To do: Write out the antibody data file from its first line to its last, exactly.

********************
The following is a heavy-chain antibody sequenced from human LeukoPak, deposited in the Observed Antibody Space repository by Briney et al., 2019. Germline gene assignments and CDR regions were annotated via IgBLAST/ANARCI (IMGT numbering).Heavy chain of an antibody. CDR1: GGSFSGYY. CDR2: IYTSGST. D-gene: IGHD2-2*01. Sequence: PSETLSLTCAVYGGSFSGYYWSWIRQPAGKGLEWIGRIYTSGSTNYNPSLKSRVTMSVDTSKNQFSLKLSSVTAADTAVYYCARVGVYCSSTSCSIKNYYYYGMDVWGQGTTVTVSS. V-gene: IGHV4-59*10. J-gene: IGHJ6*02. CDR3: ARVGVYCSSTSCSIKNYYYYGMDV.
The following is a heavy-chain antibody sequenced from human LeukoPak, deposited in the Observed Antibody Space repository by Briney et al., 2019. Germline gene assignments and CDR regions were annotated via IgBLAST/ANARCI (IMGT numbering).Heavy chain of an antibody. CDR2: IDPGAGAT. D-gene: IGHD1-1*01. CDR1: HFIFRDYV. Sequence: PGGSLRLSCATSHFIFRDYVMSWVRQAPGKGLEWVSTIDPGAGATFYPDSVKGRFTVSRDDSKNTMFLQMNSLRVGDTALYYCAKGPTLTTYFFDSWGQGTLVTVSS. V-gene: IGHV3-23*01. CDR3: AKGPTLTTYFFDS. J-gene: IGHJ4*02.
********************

The following is a heavy-chain antibody sequenced from human LeukoPak, deposited in the Observed Antibody Space repository by Briney et al., 2019. Germline gene assignments and CDR regions were annotated via IgBLAST/ANARCI (IMGT numbering).Heavy chain of an antibody. CDR1: GGSFSGYY. CDR2: IYTSGST. D-gene: IGHD2-2*01. Sequence: PSETLSLTCAVYGGSFSGYYWSWIRQPAGKGLEWIGRIYTSGSTNYNPSLKSRVTMSVDTSKNQFSLKLSSVTAADTAVYYCARVGVYCSSTSCSIKNYYYYGMDVWGQGTTVTVSS. V-gene: IGHV4-59*10. J-gene: IGHJ6*02. CDR3: ARVGVYCSSTSCSIKNYYYYGMDV.
The following is a heavy-chain antibody sequenced from human LeukoPak, deposited in the Observed Antibody Space repository by Briney et al., 2019. Germline gene assignments and CDR regions were annotated via IgBLAST/ANARCI (IMGT numbering).Heavy chain of an antibody. CDR2: IDPGAGAT. D-gene: IGHD1-1*01. CDR1: HFIFRDYV. Sequence: PGGSLRLSCATSHFIFRDYVMSWVRQAPGKGLEWVSTIDPGAGATFYPDSVKGRFTVSRDDSKNTMFLQMNSLRVGDTALYYCAKGPTLTTYFFDSWGQGTLVTVSS. V-gene: IGHV3-23*01. CDR3: AKGPTLTTYFFDS. J-gene: IGHJ4*02.